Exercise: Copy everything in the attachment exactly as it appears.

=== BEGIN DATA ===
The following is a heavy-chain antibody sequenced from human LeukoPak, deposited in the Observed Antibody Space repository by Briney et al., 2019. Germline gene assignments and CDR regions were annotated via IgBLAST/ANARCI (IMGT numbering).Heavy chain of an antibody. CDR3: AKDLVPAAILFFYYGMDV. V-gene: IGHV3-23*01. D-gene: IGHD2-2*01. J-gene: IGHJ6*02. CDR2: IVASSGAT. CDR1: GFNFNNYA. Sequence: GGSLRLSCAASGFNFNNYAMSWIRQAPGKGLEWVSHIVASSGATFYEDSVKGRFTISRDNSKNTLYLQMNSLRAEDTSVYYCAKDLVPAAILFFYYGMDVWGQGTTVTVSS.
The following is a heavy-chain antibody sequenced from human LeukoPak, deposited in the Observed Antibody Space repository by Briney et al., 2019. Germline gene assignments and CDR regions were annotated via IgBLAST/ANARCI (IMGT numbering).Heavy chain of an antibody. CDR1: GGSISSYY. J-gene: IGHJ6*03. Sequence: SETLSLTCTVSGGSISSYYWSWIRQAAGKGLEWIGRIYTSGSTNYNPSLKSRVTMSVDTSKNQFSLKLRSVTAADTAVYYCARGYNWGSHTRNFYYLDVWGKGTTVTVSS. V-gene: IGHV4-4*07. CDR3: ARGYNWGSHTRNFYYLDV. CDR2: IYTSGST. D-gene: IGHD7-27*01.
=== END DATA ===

The following is a heavy-chain antibody sequenced from human LeukoPak, deposited in the Observed Antibody Space repository by Briney et al., 2019. Germline gene assignments and CDR regions were annotated via IgBLAST/ANARCI (IMGT numbering).Heavy chain of an antibody. CDR3: AKDLVPAAILFFYYGMDV. V-gene: IGHV3-23*01. D-gene: IGHD2-2*01. J-gene: IGHJ6*02. CDR2: IVASSGAT. CDR1: GFNFNNYA. Sequence: GGSLRLSCAASGFNFNNYAMSWIRQAPGKGLEWVSHIVASSGATFYEDSVKGRFTISRDNSKNTLYLQMNSLRAEDTSVYYCAKDLVPAAILFFYYGMDVWGQGTTVTVSS.
The following is a heavy-chain antibody sequenced from human LeukoPak, deposited in the Observed Antibody Space repository by Briney et al., 2019. Germline gene assignments and CDR regions were annotated via IgBLAST/ANARCI (IMGT numbering).Heavy chain of an antibody. CDR1: GGSISSYY. J-gene: IGHJ6*03. Sequence: SETLSLTCTVSGGSISSYYWSWIRQAAGKGLEWIGRIYTSGSTNYNPSLKSRVTMSVDTSKNQFSLKLRSVTAADTAVYYCARGYNWGSHTRNFYYLDVWGKGTTVTVSS. V-gene: IGHV4-4*07. CDR3: ARGYNWGSHTRNFYYLDV. CDR2: IYTSGST. D-gene: IGHD7-27*01.